Todd Brusko, Ph.D., assistant professor at the University of Florida College of Medicine, kicked off the session by discussing cellular advances in the effort to halt and reverse the autoimmune process that leads to T1D by targeting regulatory t-cells, or Tregs, which are responsible for keeping the immune system in check. Ongoing research is attempting to bolster Tregs by identifying them and isolating them in the blood, expanding them in vitro (outside of the body), then reintroducing them into people with T1D. This research is entering Phase I trials in newly diagnosed adults. Dr. Brusko also discussed efforts to use umbilical cord blood to bolster Tregs, an area that has received JDRF support but has yet to show clinical success. Finally, he discussed future research, which may use nanoparticles to introduce antigen-specific agents to Tregs that so that they specifically suppress just the parts of the immune system responsible for T1D.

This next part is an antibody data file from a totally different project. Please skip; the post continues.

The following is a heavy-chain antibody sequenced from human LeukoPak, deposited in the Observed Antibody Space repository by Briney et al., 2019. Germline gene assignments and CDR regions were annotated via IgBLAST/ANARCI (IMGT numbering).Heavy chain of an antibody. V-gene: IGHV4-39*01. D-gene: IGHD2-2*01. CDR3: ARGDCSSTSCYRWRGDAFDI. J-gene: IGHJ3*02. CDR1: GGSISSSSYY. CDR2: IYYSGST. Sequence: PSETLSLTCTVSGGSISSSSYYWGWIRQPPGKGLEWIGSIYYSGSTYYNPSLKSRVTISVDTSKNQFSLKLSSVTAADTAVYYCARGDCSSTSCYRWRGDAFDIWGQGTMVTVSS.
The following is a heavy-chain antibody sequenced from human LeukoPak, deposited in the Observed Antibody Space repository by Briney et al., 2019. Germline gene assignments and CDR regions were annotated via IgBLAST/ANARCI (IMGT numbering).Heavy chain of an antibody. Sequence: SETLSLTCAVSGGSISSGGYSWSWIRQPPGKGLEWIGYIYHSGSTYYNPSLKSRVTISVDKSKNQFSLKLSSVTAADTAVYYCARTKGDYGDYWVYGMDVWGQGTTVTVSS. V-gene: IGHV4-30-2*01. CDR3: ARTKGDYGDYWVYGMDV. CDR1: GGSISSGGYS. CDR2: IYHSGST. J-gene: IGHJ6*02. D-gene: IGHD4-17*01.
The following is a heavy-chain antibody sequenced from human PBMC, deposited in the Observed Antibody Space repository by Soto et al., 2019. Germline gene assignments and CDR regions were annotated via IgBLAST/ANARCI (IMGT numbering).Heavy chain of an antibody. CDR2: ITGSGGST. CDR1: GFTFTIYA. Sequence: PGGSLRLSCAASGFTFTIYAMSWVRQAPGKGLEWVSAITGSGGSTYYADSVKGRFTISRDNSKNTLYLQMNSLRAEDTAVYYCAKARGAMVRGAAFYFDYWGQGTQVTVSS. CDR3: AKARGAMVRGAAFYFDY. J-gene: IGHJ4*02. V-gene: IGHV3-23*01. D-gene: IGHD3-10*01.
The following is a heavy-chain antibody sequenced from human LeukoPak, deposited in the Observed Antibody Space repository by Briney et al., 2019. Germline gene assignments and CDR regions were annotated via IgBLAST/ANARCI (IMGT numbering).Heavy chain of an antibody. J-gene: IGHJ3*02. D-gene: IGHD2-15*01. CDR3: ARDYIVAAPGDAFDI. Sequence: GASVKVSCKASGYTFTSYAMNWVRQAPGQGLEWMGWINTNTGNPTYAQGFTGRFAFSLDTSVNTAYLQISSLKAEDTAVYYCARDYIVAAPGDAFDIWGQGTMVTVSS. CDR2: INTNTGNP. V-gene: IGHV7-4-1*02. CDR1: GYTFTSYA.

The next two speakers in the session discussed research that is focused on prevention and treatment of T1D, but that may ultimately play a role in curing the disease. Srinath Sanda, M.D., assistant professor of pediatrics at the University of California, San Francisco and a JDRF career development awardee, discussed the many current approaches to preventing T1D, including primary prevention through dietary intervention, secondary prevention through oral insulin and other techniques, using compounds to halt the autoimmune process in people who test positive for T1D antibodies, and using antigen-specific therapies to preserve beta cell function in newly diagnosed individuals. According to Dr. Sanda, future research will need to better understand the model of progression of T1D and where each potential intervention fits in, as well as the nature of beta cells themselves and how they may influence the course of the disease. Andrew Bremmer, M.D., Ph.D., associate professor of pediatrics at Vanderbilt University School of Medicine, provided an update on efforts to develop closed loop artificial pancreas (AP) systems. While this update may initially seem out of place in a session about curing T1D, he tied it to prevention and possibly cure by describing research using AP systems to achieve intensive glycemic control in newly diagnosed individuals with the hope that it will preserve insulin production, possibly by reducing stress on remaining beta cells. Data from the clinical trial testing this hypothesis is currently being compiled, and we look forward to its publication in the coming months.